I also have to confess that I would be, well, uncomfortable if I started speaking or singing in an unknown tongue, say, while I was teaching my gospel doctrine class (although more people might attend and stay awake).
And though I’m not suggesting Pentecostalists experience a valid gift of tongues (nor am I discounting their experience), a study of their practices in the Journal of Abnormal Psychology (according to Psychology Today, June 1996) suggests how a modern secular mind might analyze this most peculiar of all gifts of the spirit.
Dr. Nicholas Spanos invited experienced tongue-speaking Pentecostalists to a studio and taped them at work. Then Spanos invited non-tongue-speakers to listen to a one-minute segment of the tape, and asked them to mimic what they’d heard. Approximately 20 percent of these novices were immediately able to imitate the speech patterns from the tape. Spanos then encouraged the remaining group members to practice by listening to and watching the accomplished members of the group. At the end of the day, approximately 70 percent of the group spoke “fluently” (whatever that means) in tongues. Fortunately, Spanos did note that it [p.72] was beyond the parameters of his study whether any participants were divinely inspired.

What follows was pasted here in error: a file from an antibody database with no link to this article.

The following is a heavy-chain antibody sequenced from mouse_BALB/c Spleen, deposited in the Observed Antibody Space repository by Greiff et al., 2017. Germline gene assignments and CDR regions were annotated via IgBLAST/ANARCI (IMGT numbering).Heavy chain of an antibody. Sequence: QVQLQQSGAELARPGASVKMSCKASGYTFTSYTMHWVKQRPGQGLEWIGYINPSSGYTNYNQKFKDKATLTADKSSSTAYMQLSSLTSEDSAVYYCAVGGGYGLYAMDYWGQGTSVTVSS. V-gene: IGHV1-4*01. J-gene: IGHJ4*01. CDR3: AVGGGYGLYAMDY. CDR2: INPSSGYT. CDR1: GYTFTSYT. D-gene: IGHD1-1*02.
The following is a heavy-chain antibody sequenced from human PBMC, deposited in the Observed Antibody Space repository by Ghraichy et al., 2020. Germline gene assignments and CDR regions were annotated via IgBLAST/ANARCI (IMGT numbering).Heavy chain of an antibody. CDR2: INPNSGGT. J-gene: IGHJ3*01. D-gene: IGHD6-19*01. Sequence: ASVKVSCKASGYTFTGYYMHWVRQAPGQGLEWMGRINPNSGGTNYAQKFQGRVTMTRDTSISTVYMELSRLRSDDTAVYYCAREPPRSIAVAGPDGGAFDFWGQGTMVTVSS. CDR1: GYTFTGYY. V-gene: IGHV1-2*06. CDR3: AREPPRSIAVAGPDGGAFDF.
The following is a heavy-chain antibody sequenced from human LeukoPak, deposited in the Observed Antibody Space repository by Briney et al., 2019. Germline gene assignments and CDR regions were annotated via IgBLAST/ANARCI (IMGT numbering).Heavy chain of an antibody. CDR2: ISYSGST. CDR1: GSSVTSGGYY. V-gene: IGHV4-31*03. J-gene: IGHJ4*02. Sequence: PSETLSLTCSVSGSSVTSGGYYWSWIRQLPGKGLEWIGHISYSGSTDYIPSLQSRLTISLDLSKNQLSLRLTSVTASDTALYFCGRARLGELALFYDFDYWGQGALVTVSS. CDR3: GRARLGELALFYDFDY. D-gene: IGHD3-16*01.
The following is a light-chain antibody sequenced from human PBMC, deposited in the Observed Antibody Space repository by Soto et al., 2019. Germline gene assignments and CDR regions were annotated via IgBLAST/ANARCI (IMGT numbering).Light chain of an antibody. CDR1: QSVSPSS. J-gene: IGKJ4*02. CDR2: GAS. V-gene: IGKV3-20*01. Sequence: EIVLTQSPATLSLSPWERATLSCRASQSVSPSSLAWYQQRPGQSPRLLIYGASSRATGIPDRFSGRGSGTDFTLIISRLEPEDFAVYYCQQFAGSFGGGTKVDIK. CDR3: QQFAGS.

Getting back to my personal feelings about the gift of tongues, I guess I would feel comfortable some day singing in a choir in which all members sang in tongues, safety being in numbers. I might then sing on key even. But for me right now, I think I’ll work on developing some related aspects of gifts relating to the tongue: (1) a talent to eat things I don’t like; (2) an ability to bite my own; and (3) the tendency to place it in my cheek.